Marital status relief and adoption rights

The two big differences to other countrys have to do with adoption and tax legislation.  Photo: MariaD © iStockphotTrue equality like they have in the Netherlands (since 2001), Belgium (2003), Spain (2005), Norway and Sweden (2009), Portugal (2010) and Denmark (2012), where “homosexual marriage” is legal, does not yet exist in Germany. The two big differences have to do with adoption and tax legislation. Gay and lesbian couples have the same obligations as traditional spouses, but are still treated as single by the tax authorities. The political debate has heated up, however. One side is pleading for extensions to marital status relief in same-sex partnerships while the other side, including representatives of the Catholic Church, have long been contemplating whether the Adenauer-era marital status relief laws are even still applicable or whether they should be replaced by a family-based tax scheme of some sort. This would then take into consideration the number of children in a family, like they do in France, which has the highest birthrate in all of Europe. Ultimately, one thing is clear for all parties: marital status relief is contrary to modern family politics. Single mothers or fathers and parents out of wedlock, for example, do not enjoy these tax benefits. Married couples without children, on the other hand, receive subsidies. “It is absurd that a single mother only gets on allowable deduction while same-sex couples should profit from joint income tax filing status,” is how Armin Laschet, Director at the North Rhine-Westphalia CDU, explained it to Der Spiegel, a news magazine.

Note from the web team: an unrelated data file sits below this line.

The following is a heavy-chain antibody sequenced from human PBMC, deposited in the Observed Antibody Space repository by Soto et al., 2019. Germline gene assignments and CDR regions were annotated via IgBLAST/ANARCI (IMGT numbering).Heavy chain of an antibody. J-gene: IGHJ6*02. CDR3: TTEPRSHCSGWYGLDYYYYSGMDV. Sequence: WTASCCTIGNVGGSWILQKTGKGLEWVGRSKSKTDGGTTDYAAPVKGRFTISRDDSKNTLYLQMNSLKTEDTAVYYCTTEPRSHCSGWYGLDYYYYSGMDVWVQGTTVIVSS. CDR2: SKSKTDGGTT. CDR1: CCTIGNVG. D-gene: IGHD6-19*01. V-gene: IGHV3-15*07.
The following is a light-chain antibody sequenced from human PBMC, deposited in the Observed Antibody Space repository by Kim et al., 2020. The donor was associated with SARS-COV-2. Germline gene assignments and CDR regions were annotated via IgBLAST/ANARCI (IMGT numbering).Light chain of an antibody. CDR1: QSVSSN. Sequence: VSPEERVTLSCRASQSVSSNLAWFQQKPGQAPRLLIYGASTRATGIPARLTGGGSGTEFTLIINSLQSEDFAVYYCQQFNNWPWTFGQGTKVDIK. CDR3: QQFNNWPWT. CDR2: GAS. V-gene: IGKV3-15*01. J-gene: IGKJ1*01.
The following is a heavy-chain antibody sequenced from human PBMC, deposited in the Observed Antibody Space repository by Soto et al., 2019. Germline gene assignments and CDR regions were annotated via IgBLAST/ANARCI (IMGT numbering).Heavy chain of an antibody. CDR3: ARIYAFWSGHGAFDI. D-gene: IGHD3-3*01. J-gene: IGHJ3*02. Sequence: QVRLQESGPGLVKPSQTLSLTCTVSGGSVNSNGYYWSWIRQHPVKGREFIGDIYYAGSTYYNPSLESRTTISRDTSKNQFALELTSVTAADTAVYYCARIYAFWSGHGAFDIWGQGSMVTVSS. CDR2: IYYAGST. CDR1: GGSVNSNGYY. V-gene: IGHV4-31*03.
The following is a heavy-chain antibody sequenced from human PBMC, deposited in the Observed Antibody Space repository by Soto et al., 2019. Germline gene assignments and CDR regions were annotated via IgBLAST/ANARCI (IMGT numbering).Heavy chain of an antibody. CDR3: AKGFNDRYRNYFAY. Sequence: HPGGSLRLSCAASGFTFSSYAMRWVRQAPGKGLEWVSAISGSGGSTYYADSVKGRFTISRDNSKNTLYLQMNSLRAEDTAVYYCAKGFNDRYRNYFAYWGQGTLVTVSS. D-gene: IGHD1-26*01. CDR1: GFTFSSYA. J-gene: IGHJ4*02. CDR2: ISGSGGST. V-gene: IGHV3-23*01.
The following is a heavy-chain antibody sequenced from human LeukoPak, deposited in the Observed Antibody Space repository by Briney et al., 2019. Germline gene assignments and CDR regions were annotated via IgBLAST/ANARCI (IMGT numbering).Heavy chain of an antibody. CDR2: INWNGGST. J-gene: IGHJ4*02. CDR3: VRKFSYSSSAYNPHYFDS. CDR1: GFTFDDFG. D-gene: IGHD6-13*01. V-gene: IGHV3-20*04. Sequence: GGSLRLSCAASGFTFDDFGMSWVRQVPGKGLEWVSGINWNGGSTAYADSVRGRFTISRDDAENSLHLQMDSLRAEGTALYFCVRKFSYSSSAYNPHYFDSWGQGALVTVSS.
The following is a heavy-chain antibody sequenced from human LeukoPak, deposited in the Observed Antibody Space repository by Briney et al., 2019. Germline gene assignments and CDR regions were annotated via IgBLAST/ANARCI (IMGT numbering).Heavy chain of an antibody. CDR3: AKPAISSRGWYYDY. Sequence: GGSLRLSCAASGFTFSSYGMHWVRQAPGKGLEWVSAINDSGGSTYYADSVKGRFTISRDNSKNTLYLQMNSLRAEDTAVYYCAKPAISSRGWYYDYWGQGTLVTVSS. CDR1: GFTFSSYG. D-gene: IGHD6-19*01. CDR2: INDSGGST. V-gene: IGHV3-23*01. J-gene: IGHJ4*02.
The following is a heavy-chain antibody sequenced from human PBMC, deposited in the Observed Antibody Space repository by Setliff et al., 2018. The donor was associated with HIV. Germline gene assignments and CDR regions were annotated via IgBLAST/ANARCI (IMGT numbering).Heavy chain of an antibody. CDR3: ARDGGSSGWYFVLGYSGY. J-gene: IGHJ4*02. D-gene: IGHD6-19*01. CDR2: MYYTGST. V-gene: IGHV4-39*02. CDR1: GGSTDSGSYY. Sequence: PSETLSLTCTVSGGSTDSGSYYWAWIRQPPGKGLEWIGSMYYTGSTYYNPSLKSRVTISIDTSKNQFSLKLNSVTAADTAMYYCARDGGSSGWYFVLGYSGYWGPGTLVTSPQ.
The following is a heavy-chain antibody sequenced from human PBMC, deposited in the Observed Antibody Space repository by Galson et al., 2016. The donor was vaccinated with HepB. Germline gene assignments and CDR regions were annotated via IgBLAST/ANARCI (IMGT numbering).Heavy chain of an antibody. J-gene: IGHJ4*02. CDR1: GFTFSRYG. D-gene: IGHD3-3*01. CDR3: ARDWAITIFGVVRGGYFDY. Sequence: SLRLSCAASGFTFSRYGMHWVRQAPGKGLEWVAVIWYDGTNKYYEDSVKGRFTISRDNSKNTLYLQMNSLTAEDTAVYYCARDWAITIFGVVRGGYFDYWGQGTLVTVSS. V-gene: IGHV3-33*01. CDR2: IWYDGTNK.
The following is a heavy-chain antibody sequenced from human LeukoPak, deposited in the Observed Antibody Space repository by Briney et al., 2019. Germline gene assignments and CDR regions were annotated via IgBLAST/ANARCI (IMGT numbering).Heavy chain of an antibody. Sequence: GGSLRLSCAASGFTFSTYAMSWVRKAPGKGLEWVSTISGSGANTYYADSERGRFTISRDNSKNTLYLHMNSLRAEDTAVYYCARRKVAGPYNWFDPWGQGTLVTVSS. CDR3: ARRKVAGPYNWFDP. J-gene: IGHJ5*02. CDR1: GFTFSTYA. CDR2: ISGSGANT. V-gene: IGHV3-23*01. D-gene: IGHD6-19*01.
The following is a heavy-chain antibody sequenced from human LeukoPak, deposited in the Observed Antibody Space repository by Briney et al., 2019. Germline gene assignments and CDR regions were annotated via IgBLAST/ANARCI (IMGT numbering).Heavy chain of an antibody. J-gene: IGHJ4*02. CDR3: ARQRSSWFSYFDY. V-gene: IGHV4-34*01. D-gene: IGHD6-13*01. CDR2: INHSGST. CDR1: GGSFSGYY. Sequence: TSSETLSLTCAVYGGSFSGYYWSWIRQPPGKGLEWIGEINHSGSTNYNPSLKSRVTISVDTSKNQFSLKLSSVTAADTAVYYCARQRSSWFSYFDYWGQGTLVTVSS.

According to the current life partner law, one partner can adopt the biological offspring of the other partner – a so-called stepchild adoption. In Germany, as of 2011, roughly 7,000 children live in “rainbow” families. In 9 of 10 same-sex civil partnerships, however, no children actually live in the official household (Mikrozensus 2012). In election year 2013, changes are expected from the constitutional court regarding adoption law for registered civil partners.